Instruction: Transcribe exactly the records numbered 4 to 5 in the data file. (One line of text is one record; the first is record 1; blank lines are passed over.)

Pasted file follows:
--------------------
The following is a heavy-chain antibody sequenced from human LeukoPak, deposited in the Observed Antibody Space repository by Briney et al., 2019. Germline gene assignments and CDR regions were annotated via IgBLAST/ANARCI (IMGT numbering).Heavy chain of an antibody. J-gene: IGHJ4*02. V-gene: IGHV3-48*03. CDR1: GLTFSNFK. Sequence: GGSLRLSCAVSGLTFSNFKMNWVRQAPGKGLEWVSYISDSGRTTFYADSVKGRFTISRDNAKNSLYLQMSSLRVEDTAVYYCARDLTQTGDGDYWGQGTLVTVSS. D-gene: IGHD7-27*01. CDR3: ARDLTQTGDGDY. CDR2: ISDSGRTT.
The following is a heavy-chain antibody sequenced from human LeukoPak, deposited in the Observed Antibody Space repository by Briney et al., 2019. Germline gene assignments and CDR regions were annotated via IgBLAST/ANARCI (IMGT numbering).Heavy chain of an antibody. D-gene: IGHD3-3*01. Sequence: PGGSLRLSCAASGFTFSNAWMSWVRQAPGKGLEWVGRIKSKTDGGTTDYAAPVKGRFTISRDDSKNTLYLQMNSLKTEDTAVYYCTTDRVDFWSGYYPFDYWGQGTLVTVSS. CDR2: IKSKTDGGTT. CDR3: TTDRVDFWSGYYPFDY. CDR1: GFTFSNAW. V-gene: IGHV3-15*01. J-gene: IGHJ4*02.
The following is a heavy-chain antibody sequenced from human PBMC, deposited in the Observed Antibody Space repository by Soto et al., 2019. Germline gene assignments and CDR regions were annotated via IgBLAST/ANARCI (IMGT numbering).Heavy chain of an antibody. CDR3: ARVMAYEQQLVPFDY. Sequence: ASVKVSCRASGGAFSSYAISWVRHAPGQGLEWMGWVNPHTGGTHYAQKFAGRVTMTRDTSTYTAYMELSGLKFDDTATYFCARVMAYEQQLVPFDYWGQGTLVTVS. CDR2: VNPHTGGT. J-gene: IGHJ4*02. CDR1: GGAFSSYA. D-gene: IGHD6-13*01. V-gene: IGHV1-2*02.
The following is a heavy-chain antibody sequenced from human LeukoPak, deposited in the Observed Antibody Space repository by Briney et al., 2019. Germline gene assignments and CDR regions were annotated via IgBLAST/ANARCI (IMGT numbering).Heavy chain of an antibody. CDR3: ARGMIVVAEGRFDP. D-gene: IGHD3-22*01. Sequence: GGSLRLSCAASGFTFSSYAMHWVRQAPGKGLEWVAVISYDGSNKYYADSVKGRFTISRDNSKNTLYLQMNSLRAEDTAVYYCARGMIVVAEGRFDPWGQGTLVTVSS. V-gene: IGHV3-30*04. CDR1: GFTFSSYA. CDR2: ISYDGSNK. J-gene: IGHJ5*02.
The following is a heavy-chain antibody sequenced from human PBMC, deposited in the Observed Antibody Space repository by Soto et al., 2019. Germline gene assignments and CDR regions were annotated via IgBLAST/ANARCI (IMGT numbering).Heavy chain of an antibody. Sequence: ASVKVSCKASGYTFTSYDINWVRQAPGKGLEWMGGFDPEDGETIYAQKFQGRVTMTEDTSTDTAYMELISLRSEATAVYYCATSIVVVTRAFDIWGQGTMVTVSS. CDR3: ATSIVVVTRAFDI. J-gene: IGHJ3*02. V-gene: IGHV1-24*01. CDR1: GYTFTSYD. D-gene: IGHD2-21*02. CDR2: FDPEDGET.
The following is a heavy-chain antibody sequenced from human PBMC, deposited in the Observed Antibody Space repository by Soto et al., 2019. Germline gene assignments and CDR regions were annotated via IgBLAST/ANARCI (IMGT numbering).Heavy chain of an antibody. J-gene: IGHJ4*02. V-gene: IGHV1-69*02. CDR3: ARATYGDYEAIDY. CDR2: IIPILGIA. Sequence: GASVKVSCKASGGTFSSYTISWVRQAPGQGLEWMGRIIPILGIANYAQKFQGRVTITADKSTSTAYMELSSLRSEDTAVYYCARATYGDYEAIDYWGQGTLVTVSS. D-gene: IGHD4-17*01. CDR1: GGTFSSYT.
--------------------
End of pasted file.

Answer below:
The following is a heavy-chain antibody sequenced from human LeukoPak, deposited in the Observed Antibody Space repository by Briney et al., 2019. Germline gene assignments and CDR regions were annotated via IgBLAST/ANARCI (IMGT numbering).Heavy chain of an antibody. CDR3: ARGMIVVAEGRFDP. D-gene: IGHD3-22*01. Sequence: GGSLRLSCAASGFTFSSYAMHWVRQAPGKGLEWVAVISYDGSNKYYADSVKGRFTISRDNSKNTLYLQMNSLRAEDTAVYYCARGMIVVAEGRFDPWGQGTLVTVSS. V-gene: IGHV3-30*04. CDR1: GFTFSSYA. CDR2: ISYDGSNK. J-gene: IGHJ5*02.
The following is a heavy-chain antibody sequenced from human PBMC, deposited in the Observed Antibody Space repository by Soto et al., 2019. Germline gene assignments and CDR regions were annotated via IgBLAST/ANARCI (IMGT numbering).Heavy chain of an antibody. Sequence: ASVKVSCKASGYTFTSYDINWVRQAPGKGLEWMGGFDPEDGETIYAQKFQGRVTMTEDTSTDTAYMELISLRSEATAVYYCATSIVVVTRAFDIWGQGTMVTVSS. CDR3: ATSIVVVTRAFDI. J-gene: IGHJ3*02. V-gene: IGHV1-24*01. CDR1: GYTFTSYD. D-gene: IGHD2-21*02. CDR2: FDPEDGET.